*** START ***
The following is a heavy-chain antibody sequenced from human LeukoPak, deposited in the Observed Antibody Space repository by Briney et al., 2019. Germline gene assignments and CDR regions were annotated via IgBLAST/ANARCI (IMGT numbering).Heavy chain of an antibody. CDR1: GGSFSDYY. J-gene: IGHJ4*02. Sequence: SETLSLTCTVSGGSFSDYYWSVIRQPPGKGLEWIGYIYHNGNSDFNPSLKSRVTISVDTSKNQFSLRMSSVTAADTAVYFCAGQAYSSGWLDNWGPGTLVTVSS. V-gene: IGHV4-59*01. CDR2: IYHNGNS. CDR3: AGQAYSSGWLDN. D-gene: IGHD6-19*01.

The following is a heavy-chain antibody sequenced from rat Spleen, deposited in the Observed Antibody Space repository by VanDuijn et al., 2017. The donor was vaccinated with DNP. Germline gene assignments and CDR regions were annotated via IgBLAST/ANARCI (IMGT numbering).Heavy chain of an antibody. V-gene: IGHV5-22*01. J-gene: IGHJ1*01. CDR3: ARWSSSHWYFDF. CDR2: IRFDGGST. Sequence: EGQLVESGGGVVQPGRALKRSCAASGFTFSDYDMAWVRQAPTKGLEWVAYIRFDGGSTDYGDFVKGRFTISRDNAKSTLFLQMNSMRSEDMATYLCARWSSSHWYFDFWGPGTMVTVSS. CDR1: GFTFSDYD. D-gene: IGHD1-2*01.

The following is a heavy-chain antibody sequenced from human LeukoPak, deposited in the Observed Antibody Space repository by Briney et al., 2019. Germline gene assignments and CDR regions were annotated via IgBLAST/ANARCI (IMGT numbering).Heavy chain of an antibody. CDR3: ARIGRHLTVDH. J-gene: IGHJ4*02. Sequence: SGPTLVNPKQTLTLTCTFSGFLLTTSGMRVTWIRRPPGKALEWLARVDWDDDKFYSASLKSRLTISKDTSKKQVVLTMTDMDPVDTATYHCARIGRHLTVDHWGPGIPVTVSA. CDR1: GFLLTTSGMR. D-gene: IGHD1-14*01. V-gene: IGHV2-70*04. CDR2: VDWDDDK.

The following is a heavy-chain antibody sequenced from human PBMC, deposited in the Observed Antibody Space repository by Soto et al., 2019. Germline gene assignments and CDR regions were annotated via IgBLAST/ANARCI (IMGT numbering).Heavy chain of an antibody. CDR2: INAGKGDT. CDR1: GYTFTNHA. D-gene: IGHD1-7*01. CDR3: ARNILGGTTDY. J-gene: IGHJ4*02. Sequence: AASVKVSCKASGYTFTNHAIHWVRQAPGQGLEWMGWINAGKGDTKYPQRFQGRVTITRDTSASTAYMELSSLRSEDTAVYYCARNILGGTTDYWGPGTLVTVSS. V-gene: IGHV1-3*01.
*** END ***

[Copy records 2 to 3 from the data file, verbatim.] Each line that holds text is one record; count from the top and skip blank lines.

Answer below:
The following is a heavy-chain antibody sequenced from rat Spleen, deposited in the Observed Antibody Space repository by VanDuijn et al., 2017. The donor was vaccinated with DNP. Germline gene assignments and CDR regions were annotated via IgBLAST/ANARCI (IMGT numbering).Heavy chain of an antibody. V-gene: IGHV5-22*01. J-gene: IGHJ1*01. CDR3: ARWSSSHWYFDF. CDR2: IRFDGGST. Sequence: EGQLVESGGGVVQPGRALKRSCAASGFTFSDYDMAWVRQAPTKGLEWVAYIRFDGGSTDYGDFVKGRFTISRDNAKSTLFLQMNSMRSEDMATYLCARWSSSHWYFDFWGPGTMVTVSS. CDR1: GFTFSDYD. D-gene: IGHD1-2*01.

The following is a heavy-chain antibody sequenced from human LeukoPak, deposited in the Observed Antibody Space repository by Briney et al., 2019. Germline gene assignments and CDR regions were annotated via IgBLAST/ANARCI (IMGT numbering).Heavy chain of an antibody. CDR3: ARIGRHLTVDH. J-gene: IGHJ4*02. Sequence: SGPTLVNPKQTLTLTCTFSGFLLTTSGMRVTWIRRPPGKALEWLARVDWDDDKFYSASLKSRLTISKDTSKKQVVLTMTDMDPVDTATYHCARIGRHLTVDHWGPGIPVTVSA. CDR1: GFLLTTSGMR. D-gene: IGHD1-14*01. V-gene: IGHV2-70*04. CDR2: VDWDDDK.